Samuel F. B. Morse, His Letters and Journals eBook

This eBook from the Gutenberg Project consists of approximately 375 pages of information about Samuel F. B. Morse, His Letters and Journals.

December 1, 1811. I am pursuing my studies with increased enthusiasm, and hope, before the three years are out, to relieve you from further expense on my account.  Mr. Allston encourages me to think thus from the rapid improvement he says I have made.  You may rest assured I shall use all my endeavors to do it as soon as may be....

“This country appears to me to be in a very bad state.  I judge from the increasing disturbances at Nottingham, and more especially from the startling murders lately committed in this city.

“A few mornings since was published an account of the murder of a family consisting of four persons, and this moment there is another account of the murder of one consisting of three persons, making the twelfth murder committed in that part of the city within three months, and not one of the murderers as yet has been discovered, although a reward of more than seven hundred pounds has been offered for the discovery.

“The inhabitants are very much alarmed, and hereafter I shall sleep with pistols at the head of my bed, although there is little to apprehend in this part of the city.  Still, as I find many of my acquaintance adopting that plan, I choose rather to be on the safe side and join with them.”

CHAPTER IV

JANUARY 18, 1812—­AUGUST 6. 1812

Political opinions.—­Charles E. Leslie’s reminiscences of Morse, Allston, King, and Coleridge.—­C.  B. King’s letter.—­Sidney E. Morse’s letter.—­ Benjamin West’s kindness.—­Sir William Beechy.—­Murders, robberies, etc.  —­Morse and Leslie paint each other’s portraits.—­The elder Morse’s financial difficulties.—­He deprecates the war talk.—­The son differs with his father.—­The Prince Regent.—­Orders in Council.—­Estimate of West.—­Alarming state of affairs in England.—­Assassination of Perceval, Prime Minister.—­Execution of assassin.—­Morse’s love for his art.—­ Stephen Van Rensselaer.—­Leslie the friend and Allston the master.—­ Afternoon tea.—­The elder Morse well known in Europe.—­Lord Castlereagh.  —­The Queen’s drawing-room.—­Kemble and Mrs. Siddons.—­Zachary Macaulay.  —­Warning letter from his parents.—­War declared.—­Morse approves.—­ Gratitude to his parents, and to Allston.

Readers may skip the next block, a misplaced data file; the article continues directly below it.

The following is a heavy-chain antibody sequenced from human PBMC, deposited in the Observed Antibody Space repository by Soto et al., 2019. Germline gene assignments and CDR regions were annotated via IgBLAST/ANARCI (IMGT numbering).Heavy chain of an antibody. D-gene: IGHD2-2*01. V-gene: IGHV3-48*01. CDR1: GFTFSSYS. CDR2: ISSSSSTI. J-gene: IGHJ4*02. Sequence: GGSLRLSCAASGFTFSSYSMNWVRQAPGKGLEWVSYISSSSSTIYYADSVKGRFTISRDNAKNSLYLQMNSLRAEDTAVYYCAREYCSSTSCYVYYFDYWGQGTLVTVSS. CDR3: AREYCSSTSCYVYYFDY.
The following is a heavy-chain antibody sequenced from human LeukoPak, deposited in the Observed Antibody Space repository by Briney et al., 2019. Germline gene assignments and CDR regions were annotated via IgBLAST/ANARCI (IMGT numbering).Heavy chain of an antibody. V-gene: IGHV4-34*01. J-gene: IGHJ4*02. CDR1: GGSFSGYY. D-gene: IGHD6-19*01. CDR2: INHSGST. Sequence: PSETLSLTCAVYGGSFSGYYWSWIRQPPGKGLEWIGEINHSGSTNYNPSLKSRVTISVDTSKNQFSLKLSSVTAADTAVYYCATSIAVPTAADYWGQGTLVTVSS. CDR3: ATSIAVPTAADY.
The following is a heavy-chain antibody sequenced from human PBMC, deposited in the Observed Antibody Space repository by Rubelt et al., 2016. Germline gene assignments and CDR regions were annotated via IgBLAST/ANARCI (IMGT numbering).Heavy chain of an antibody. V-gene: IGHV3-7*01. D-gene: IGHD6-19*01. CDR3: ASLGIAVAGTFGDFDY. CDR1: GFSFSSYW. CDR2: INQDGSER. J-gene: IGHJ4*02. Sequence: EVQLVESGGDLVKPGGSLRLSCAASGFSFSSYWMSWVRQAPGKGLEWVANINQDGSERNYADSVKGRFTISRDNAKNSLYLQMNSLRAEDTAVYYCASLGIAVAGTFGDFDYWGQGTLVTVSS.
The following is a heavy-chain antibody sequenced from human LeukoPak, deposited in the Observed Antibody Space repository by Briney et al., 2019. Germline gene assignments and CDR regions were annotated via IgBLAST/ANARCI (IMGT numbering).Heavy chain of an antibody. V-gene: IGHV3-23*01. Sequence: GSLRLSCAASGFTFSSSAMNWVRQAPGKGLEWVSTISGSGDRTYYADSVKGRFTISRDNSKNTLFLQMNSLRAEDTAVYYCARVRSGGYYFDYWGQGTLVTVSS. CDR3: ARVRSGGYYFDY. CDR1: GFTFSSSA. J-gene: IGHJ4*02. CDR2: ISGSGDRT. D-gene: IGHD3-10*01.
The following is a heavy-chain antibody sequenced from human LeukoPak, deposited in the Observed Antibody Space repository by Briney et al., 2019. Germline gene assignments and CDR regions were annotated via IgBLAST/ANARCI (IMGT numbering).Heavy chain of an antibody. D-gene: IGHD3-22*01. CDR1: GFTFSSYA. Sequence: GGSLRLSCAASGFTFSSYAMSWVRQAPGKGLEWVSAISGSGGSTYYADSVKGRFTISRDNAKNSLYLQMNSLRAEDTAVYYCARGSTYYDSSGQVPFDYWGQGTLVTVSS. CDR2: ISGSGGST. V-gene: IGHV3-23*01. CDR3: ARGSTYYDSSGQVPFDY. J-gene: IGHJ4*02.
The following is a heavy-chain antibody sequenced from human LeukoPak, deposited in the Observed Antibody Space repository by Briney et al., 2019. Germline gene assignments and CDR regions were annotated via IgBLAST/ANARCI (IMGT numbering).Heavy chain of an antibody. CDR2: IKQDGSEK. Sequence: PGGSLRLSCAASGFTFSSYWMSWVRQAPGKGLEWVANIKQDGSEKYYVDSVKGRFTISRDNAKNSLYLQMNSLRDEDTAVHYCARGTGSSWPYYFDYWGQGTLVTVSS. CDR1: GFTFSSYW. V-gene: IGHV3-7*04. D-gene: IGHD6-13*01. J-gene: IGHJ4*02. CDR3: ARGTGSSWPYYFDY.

The years from 1811 to 1815 which were passed by Morse in the study of his art in London are full of historical interest, for England and America were at war from 1812 to 1814, and the campaign of the allied European Powers against Napoleon Bonaparte culminated in Waterloo and the Treaty of Paris in 1815.

The young man took a deep interest in these affairs and expressed his opinions freely and forcibly in his letters to his parents.  His father was a strong Federalist and bitterly deprecated the declaration of war by the United States.  The son, on the contrary, from his point of vantage in the enemy’s country saw things from a different point of view and stoutly upheld the wisdom, nay, the necessity, of the war.  His parents and friends urged him to keep out of politics and to be discreet, and he seems, at any rate, to have followed their advice in the latter respect, for he was not in any way molested by the authorities.

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